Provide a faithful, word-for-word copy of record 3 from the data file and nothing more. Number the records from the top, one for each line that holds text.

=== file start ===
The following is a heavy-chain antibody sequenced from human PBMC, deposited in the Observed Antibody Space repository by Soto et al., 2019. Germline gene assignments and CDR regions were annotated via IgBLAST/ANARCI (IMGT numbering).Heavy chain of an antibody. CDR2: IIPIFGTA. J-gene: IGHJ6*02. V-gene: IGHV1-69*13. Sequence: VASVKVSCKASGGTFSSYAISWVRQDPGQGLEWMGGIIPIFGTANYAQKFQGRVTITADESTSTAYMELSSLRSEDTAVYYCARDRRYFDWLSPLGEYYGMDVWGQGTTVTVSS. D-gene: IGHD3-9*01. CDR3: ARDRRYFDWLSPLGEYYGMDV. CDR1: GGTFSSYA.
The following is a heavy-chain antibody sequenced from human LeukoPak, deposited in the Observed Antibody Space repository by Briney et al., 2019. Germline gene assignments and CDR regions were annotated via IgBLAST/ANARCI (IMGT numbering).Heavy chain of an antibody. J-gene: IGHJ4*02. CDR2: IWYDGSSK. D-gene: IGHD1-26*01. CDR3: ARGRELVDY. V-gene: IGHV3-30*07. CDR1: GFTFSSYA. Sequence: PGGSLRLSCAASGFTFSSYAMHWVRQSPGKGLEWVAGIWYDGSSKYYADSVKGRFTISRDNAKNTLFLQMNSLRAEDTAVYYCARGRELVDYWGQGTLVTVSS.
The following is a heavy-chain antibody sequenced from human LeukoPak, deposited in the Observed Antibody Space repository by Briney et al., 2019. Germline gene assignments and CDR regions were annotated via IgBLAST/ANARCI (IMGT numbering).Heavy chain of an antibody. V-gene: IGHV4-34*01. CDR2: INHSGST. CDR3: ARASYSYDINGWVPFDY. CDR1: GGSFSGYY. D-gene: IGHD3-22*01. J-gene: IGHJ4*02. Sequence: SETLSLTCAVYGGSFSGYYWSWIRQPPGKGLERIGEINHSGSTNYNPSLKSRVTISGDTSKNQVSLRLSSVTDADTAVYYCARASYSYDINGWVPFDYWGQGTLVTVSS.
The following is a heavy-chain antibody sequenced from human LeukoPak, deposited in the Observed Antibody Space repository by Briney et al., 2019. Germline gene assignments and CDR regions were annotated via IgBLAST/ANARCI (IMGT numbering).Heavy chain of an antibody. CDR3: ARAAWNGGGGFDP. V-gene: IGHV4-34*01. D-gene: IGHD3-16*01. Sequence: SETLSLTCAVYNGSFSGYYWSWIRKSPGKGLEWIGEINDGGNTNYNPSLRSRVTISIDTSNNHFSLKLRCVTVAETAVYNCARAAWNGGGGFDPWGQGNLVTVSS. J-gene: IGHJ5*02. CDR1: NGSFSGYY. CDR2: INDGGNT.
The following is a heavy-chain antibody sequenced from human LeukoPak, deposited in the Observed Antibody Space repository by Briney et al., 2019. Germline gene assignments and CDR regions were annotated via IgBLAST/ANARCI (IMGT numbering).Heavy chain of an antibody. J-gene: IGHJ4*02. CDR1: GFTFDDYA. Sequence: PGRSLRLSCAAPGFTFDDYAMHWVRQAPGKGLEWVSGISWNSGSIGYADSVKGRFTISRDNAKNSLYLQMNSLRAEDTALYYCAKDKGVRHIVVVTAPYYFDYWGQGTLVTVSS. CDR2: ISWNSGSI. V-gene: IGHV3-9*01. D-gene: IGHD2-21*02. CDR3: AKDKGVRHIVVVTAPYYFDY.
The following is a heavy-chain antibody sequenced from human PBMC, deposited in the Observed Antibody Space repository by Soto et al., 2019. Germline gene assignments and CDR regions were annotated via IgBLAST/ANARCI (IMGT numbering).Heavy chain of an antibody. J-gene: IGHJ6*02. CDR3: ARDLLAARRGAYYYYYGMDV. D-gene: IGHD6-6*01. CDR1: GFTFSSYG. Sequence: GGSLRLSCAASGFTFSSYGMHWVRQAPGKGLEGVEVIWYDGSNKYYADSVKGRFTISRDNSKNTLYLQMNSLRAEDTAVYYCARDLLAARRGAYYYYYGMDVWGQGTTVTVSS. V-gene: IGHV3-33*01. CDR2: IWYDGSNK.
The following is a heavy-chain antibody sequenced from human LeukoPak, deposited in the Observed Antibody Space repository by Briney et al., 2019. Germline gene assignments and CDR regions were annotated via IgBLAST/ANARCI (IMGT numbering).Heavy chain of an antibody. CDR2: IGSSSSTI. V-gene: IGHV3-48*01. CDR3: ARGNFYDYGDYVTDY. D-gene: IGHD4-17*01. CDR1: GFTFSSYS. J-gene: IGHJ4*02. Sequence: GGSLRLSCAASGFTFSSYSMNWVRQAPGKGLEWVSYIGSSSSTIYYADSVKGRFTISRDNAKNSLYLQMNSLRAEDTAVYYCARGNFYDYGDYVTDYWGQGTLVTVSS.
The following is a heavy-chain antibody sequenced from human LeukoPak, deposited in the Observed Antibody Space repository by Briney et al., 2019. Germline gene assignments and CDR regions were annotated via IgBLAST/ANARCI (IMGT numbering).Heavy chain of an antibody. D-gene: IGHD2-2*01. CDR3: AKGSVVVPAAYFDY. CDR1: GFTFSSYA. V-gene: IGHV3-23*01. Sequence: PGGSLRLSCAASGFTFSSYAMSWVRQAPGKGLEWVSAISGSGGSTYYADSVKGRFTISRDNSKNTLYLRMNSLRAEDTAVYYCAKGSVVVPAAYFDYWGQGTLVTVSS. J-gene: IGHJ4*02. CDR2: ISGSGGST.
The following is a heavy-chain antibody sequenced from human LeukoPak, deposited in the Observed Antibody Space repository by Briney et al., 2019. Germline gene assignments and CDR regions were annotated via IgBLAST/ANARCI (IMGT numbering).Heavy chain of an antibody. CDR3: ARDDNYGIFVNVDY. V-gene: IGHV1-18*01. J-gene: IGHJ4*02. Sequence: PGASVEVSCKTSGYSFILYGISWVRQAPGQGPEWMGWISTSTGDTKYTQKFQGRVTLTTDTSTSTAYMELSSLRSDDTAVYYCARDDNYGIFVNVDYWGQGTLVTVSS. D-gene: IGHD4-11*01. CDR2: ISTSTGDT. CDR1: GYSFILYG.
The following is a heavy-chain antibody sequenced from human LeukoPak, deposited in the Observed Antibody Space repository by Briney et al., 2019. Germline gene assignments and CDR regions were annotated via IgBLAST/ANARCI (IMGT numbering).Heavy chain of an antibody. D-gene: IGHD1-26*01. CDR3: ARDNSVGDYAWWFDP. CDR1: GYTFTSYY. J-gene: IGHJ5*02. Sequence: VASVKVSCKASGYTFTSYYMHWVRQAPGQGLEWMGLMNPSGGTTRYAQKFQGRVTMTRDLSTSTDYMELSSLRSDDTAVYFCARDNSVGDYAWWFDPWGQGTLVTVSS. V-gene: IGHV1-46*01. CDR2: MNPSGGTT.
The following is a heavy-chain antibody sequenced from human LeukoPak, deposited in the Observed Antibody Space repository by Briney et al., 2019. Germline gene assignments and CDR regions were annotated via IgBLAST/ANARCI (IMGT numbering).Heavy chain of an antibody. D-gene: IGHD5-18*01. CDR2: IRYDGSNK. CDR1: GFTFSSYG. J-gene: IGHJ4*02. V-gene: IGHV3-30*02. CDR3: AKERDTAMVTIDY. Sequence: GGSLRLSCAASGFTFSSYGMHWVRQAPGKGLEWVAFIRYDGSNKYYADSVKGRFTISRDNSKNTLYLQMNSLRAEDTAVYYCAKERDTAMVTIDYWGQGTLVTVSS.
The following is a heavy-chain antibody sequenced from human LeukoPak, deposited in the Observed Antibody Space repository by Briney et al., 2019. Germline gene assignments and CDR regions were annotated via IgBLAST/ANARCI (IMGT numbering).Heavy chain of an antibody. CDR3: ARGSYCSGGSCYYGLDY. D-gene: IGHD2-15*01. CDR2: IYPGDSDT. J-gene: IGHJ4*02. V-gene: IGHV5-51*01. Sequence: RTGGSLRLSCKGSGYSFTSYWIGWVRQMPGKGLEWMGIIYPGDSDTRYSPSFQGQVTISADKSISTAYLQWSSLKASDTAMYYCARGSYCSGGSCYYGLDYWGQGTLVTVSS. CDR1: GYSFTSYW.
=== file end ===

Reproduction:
The following is a heavy-chain antibody sequenced from human LeukoPak, deposited in the Observed Antibody Space repository by Briney et al., 2019. Germline gene assignments and CDR regions were annotated via IgBLAST/ANARCI (IMGT numbering).Heavy chain of an antibody. V-gene: IGHV4-34*01. CDR2: INHSGST. CDR3: ARASYSYDINGWVPFDY. CDR1: GGSFSGYY. D-gene: IGHD3-22*01. J-gene: IGHJ4*02. Sequence: SETLSLTCAVYGGSFSGYYWSWIRQPPGKGLERIGEINHSGSTNYNPSLKSRVTISGDTSKNQVSLRLSSVTDADTAVYYCARASYSYDINGWVPFDYWGQGTLVTVSS.